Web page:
IVF Failure....Now what?
Because of our longstanding history of excellent success rates, we at the Center for Fertility and Gynecology in Los Angeles are accustomed to seeing patients who have failed IVF at other centers. From clearly botched cycles to unexplained failures, we have seen it all and we are happy to put our expertise to work for you.
This blog will review our approach to IVF failures and the steps, both conventional and non-conventional; we take to succeed with the next attempt.
IVF requires a huge investment, not only in terms of money, but also in time, effort, emotion and energy. When that investment doesn’t pay off, most people are understandably upset and a failed IVF consult can help people cope . The approach to dissecting an IVF failure is different for each doctor, but should include the following steps:
1. Review of all medical records:
an organized, focused review of all pertinent medical records is a critical part of this process. Even if a test result has been reviewed by several people, it is possible that an important piece of information has been missed. In addition, as time and events change, one never knows what previously insignificant result may become important.
Personally, I like to place all records in chronological order then document their finding s on a separate sheet. This allows for an organized database that can grow as time goes on.
2. Review of the most recent cycle:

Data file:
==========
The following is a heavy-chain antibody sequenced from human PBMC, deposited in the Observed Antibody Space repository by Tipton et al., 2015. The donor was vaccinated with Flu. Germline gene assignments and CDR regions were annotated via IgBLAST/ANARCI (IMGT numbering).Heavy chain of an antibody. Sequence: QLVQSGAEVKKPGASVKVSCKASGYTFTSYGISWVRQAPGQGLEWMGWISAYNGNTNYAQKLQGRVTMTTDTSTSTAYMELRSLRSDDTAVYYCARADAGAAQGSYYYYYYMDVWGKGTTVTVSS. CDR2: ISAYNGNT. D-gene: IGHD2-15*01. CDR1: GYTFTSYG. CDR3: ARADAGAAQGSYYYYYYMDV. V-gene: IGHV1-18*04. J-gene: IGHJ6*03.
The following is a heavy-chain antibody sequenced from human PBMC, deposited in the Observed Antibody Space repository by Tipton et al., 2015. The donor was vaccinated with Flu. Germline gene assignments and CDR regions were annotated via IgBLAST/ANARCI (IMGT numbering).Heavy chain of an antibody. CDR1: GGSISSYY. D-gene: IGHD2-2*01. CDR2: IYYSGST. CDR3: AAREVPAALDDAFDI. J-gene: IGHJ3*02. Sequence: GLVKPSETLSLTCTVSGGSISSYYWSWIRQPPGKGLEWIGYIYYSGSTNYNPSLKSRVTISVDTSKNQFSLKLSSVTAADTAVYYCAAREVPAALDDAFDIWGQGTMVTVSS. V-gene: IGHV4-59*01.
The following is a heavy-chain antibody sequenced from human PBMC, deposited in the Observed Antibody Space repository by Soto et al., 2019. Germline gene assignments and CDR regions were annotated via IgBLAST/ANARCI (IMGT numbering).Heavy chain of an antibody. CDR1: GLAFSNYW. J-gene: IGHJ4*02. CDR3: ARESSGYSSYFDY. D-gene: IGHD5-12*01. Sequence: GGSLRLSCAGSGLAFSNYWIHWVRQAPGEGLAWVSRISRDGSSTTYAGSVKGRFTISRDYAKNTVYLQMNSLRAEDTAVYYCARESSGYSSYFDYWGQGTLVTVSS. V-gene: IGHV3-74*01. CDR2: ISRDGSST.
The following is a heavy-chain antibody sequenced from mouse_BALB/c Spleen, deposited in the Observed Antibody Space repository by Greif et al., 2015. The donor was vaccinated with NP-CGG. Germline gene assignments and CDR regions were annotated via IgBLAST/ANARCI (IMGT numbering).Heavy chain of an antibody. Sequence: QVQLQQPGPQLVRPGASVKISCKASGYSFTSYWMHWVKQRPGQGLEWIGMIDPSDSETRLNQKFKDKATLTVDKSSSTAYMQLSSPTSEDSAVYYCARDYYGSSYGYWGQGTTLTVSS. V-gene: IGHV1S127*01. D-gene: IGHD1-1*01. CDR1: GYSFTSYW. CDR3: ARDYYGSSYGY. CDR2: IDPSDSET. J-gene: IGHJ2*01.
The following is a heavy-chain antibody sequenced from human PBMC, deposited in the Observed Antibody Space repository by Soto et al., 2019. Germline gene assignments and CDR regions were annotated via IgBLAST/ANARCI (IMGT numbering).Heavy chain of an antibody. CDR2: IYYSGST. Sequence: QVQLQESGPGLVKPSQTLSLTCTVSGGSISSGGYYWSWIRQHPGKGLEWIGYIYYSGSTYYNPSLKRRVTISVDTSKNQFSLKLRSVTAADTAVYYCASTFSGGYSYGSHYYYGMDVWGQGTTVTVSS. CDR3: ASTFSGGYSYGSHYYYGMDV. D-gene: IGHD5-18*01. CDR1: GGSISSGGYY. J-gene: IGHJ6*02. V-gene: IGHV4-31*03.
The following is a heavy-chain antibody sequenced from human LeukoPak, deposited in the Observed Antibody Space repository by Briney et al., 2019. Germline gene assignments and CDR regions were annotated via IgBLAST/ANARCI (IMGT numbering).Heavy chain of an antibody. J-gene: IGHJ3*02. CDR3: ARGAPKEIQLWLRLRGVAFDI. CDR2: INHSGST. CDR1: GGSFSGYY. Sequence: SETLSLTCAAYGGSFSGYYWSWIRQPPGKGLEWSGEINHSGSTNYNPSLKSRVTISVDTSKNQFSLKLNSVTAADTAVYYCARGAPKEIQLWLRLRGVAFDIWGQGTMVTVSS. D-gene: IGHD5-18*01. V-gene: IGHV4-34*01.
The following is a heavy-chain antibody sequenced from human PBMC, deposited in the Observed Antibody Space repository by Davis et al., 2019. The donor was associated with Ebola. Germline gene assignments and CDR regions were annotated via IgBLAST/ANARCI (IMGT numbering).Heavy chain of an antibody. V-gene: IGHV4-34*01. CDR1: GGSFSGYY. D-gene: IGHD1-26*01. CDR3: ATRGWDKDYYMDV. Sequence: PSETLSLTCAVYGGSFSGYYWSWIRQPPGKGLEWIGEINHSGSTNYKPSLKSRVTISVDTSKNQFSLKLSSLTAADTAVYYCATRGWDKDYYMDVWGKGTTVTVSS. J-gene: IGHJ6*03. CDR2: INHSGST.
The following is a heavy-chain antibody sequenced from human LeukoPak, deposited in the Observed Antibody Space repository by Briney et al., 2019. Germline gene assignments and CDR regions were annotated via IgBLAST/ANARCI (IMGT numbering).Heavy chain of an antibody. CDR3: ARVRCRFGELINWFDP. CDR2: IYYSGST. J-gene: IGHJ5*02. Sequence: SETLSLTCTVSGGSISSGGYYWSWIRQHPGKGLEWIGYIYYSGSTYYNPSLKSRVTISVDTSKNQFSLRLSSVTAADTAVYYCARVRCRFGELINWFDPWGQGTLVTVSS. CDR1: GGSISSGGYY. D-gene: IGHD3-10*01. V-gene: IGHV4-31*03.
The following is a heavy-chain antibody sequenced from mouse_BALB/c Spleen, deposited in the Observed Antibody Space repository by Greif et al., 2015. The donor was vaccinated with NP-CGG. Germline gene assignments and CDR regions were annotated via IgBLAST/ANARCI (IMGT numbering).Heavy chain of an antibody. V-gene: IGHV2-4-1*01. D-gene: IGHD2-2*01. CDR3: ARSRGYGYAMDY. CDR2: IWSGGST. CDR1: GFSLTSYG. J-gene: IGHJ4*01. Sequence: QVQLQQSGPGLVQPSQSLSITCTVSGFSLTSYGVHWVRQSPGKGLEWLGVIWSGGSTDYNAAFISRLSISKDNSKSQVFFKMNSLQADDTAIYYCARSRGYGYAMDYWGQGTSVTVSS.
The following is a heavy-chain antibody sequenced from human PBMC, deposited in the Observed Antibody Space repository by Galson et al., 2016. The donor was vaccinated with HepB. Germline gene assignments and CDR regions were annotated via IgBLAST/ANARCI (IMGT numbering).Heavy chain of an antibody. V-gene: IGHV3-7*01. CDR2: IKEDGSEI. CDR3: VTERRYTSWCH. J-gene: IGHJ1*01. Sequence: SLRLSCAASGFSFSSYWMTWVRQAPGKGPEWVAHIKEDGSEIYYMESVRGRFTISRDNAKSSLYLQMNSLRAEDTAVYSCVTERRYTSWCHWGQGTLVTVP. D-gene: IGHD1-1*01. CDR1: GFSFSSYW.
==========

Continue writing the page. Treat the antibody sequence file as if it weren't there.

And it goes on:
While all IVF cycles are unique, there are certain characteristics that they all share. By quantifying these characteristics, one can decide which parts of the cycle to keep the same, and which to change. Some of the specific characteristics include: medication type/ dose, days of medication, number of follicles, number of eggs per follicles, estradiol levels, number of mature eggs, number of abnormal eggs, fertilization percentage, embryo quality on days 1-5, endometrial lining thickness and pattern and more.
3. Further evaluation:
Armed with the information from the reviews, the doctor can begin to see where the cycle went wrong and if further evaluation is required. For example, maybe the sperm was an issue and a test of the sperm DNA is warranted. Alternatively, maybe the endometrial cavity was problematic and a hysteroscopy is needed. In general, follow-up testing is designed to answer a specific question about a deficiency in the cycle.
4. Formulate a plan:
With the testing in mind, the doctor can formulate a plan for the next cycle. The plan could be as simple as slight increase in medication or as complex as surgery, acupuncture, sperm donation and a new surrogate! The plan will change with every unique situation.
Regardless of any specific situation, a failed cycle should be treated with respect, compassion and honesty. And while patients should not expect that every question will have a definitive answer, they should expect that every question is addressed and considered to the fullest extent possible.
If you have questions about IVF or fertility in general, feel free to contact us, we’d be happy to speak with you.